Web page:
"What, did it affect you on a personal level?”

First of all, define what you mean by that. Are you asking me if it affected me on a personal level because I was directly, immediately, physically affected by the accident? Or are you asking if I was affected by it on a personal, emotional level, because it spoke to something inside of me and moved me?

If you meant the latter, then yes, sir, it did affect me on a very personal level. 

That comment from my co-worker threw me so off-guard. It almost felt condescending, as if he were saying, “Why in the world would you care about that? No one remembers that!” (When I mentioned the anniversary was coming up on Friday, it took them several seconds for them to figure out what I was talking about. Clearly, some people have forgotten.)

Let’s put this in a bit of perspective. Allow me to ask you this — are you affected on a personal level when your favorite sports team loses a game? Do you lose money or months of training when that team loses? Then why do you have any reason to be upset when they do lose? It’s because it’s emotional — there is something about it that you are tied to on a deep emotional level. It may not be directly affecting you, but in many ways, it is.

Except, losing seven souls in space flight is vastly different than a sports team losing a game. There is the loss of human life involved.

And you ask me if I was personally affected by this mission.

I may have not lost a family member in that accident, as seven families had the horror of experiencing. But my heart is tied, married, you could say, to the space program — this mission, the ill-fated STS-107, is what helped to spark that deep and driving love I have of space exploration and human spaceflight.

That is why I care. That is why I will never forget.


Rick Douglas Husband, Columbia’s final commander, would have turned 55 today.

Rick was a colonel in the Air Force who had dreams of flying into space since he was four years old. His determination and perseverance, deep faith in God, and the support from his family helped him achieve that dream and so much more.

He flew into space twice. Though he never returned home on his second flight, of which he was the commander, he did in fact make it home to meet his Heavenly Father.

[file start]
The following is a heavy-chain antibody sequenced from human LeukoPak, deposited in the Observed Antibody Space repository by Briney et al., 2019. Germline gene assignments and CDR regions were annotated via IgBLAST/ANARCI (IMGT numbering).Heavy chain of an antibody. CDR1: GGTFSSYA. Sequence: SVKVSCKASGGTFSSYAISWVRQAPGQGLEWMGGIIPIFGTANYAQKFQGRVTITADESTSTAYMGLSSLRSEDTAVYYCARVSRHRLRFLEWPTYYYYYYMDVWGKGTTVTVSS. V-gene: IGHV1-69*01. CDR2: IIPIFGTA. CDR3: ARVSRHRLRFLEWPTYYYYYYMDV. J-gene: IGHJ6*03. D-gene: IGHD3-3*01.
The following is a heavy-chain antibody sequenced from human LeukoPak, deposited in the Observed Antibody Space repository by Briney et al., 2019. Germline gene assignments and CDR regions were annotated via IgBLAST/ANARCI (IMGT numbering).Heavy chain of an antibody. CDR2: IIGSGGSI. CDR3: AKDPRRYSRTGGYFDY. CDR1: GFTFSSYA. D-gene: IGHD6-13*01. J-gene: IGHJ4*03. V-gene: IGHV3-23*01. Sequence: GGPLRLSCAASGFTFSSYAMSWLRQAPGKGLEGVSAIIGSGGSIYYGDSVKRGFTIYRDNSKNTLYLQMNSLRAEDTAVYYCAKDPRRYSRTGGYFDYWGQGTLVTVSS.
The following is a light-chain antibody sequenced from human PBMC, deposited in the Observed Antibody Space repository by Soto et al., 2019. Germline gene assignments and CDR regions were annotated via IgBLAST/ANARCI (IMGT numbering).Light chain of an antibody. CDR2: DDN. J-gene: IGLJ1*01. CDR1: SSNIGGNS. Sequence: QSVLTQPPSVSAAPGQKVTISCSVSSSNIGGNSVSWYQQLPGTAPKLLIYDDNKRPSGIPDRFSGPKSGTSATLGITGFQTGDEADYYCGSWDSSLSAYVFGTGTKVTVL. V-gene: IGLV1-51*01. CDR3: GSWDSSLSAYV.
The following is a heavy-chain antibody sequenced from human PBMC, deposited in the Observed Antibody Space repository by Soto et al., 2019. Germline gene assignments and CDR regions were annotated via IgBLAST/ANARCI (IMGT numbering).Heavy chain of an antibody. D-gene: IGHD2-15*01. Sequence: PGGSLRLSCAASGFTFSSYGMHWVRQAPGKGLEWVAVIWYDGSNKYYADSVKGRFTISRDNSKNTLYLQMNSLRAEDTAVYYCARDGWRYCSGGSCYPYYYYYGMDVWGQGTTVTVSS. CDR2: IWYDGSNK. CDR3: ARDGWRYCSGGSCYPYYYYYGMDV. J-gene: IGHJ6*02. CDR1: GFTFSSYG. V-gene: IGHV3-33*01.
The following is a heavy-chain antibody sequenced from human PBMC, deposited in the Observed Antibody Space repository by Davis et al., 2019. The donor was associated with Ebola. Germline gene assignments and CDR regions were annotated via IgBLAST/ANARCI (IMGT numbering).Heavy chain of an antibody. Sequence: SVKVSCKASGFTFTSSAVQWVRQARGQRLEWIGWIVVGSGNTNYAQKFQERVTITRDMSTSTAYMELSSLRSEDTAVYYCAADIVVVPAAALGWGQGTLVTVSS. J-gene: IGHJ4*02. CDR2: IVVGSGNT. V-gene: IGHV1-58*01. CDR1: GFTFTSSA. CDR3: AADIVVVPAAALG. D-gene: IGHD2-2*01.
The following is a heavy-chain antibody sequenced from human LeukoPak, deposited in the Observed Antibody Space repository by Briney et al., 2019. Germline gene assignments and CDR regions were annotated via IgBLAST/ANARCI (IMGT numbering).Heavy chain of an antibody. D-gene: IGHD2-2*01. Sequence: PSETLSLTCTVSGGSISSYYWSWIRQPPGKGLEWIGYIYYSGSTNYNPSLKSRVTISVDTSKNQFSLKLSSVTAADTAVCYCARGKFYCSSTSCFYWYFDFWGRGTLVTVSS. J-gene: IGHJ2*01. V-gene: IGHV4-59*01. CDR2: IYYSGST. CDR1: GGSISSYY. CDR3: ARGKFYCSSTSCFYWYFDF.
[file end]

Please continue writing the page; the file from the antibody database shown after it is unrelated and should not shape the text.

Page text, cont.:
His good friend from England, Angus MacLane, said these words of him:

He was a great patriot. He loved his country and would never speak ill of someone else’s country. He was thrilled to be part of the space program but loved his family more. He was aware of his faults but the last person to tell you of your faults…

He was totally committed to the things of God. He made people feel as if they mattered. When you were with Rick, he made you feel as though you were the most important person at that moment. He saw himself as someone who had put his faith in God, and God had done wonderful things through him…

He spoke nothing but praise for every crew member. He said, “They’re the best of the best.” Whatever the unknowns are, I know with certainty that Rick stands in heaven with his Savior, Jesus Christ.

(quoted from “High Calling” by Evelyn Husband)


I named my car Sally Ride and I bought her a present last week.

all that’s left is to upgrade my plain old FL plate to a custom Challenger/Columbia plate, but I think I’ll wait until next year when I go to register her again.


Was anyone else aware of this? I had no idea it was a thing until I saw it tweeted by someone, and now I kinda have to see it. It says it’ll be airing on PBS Orlando on Feb 1, so I’m gonna see about DVRing it if I can get it. ;u;